The Sheffield Chinese New Year celebration 2015 will be hosted yet again in the beautiful grade II listed building of the Sheffield City Hall, situated in the heart of Sheffield city centre. A flavour of Chinese culture and authenticity will be promised at this year’s Chinese New Year celebration!
The evening will include traditional Chinese dance and music with glittering authentic costumes throughout the show. The performance also includes the highly visual and artistic Dragon Dance, specialist Chinese performers soaring all the way from China to perform, plus much more to be announced very soon!
After Tim’s event he will be signing copies of his Chinese trilogy in the City Hall Ballroom from 4pm.
Celebrate 2015 Year of the Sheep
Sheffield Chinese New Year Show
China Land of Wonders
4.00pm – 6.45pm Pre-Show in the City Hall Ballroom
7.00pm – 8.30pm Irwin Mitchell Oval Hall Main Performance
For more information, or to purchase tickets, please visit the Sheffield City Hall website: http://www.sheffieldcityhall.co.uk/events/Sheffield-Chinese-New-Year-Show-
The Fat Boy with the Bomb and 299 of the World’s Craziest Politicians was launched with a bang by authors Brian O’Connell and Norm Chung at Blackwell’s bookshop, Oxford on Tuesday 2nd December.
It was a successful launch with a good turn out and appearances from Sales and Marketing Manager, Kate Nash and Publisher, Ed Handyside.
The Fat Boy with the Bomb and 299 of the World’s Craziest Politicians profiles individuals from every corner of the world; 18 of the included politicians come from Africa, 70 from North Americas,19 from Central and South America, 47 from Asia, 16 Australasia as well as 80 from Western Europe and 43 from Eastern Europe. And all have a bespoke illustration by artist Norm Chung.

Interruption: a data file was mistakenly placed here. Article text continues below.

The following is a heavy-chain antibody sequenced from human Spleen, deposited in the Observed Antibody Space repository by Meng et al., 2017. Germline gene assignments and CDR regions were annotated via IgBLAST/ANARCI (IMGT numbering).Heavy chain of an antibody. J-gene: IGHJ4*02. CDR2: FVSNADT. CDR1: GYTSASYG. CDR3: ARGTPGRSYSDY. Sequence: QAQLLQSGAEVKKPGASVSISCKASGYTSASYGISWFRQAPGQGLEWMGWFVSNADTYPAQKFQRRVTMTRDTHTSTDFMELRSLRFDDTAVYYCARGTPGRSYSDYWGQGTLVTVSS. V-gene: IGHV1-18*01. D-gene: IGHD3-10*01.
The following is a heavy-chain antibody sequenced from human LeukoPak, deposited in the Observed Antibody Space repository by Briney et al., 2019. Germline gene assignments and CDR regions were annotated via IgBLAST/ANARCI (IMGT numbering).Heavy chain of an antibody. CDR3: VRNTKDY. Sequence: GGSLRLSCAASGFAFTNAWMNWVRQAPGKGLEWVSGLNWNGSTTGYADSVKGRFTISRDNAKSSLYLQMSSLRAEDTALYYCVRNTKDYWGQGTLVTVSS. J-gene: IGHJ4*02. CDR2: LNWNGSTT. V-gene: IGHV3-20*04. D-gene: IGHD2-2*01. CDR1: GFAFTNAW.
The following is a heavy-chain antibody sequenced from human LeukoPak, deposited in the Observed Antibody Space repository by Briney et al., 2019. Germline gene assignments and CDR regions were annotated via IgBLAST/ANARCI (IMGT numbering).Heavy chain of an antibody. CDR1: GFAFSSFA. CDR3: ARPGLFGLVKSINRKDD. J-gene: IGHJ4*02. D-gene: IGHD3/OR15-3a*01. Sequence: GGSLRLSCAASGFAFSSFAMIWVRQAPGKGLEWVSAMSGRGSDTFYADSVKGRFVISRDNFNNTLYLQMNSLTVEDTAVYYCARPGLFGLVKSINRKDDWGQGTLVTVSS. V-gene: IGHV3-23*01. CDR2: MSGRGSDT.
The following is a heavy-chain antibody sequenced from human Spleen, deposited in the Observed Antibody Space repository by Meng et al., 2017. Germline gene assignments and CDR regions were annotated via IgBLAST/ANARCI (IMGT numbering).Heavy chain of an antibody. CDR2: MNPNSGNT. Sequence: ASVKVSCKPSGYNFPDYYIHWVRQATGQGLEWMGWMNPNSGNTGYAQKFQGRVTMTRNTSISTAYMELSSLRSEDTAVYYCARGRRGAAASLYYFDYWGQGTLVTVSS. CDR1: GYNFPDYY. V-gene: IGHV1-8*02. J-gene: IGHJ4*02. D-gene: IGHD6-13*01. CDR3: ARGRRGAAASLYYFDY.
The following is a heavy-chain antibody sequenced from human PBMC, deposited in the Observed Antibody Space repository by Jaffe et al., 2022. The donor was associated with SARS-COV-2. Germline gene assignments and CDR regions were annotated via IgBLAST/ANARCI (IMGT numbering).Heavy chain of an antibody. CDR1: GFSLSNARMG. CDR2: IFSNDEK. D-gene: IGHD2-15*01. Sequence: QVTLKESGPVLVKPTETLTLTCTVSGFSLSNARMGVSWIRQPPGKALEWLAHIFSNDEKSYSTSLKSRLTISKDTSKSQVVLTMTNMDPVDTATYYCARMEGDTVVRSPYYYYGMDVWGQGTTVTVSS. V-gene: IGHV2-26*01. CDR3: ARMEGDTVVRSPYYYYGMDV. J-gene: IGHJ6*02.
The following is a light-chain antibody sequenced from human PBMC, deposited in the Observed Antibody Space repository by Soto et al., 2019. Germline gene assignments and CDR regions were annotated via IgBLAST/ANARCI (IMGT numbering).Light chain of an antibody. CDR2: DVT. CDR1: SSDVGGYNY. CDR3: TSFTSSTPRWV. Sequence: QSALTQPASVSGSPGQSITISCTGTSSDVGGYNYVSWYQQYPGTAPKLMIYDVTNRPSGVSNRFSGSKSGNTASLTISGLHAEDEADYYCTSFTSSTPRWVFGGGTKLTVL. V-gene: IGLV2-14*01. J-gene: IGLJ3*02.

‘Queen of Bedlam is a masterfully written and well-researched novel written by someone who has truly mastered the craft of evoking readers’ emotions. Not only does it give us a historical account of the depth and degrees of the mental illness of King George, but additionally, and perhaps more importantly, it gives voice to the family members who are often forgotten but are still intensely affected by it.’
For the full review please visit the Historical Novels website here.
Three authors. Two charities. One long road (and an awful lot of armour).
In 2013, historical fiction authors Ben Kane, Anthony Riches and Russell Whitfield walked eighty miles along Hadrian’s Wall, in full Roman armour. They did it to help two charities, Combat Stress and Medecins Sans Frontieres; in the process they raised almost £19,000.
In 2014, they decided to repeat the madness by walking in Italy – one hundred and thirty miles from a Roman amphitheatre at Capua, to the Colosseum in Rome. Wearing between 2.5 and 4 stone of armour and equipment each, they by turns endured heavy traffic, bemused locals and animals, and recreated what it might have been like to march in a Roman legion. In the process, they bled (a little), sweated (a lot) and suffered blistered feet (a decent amount). There may have been some cursing too. However, with £26,000 raised for charity, it may have been worth it.
Narrated by Ian McKellen, The Road To Rome is a feature-length documentary and can be viewed here.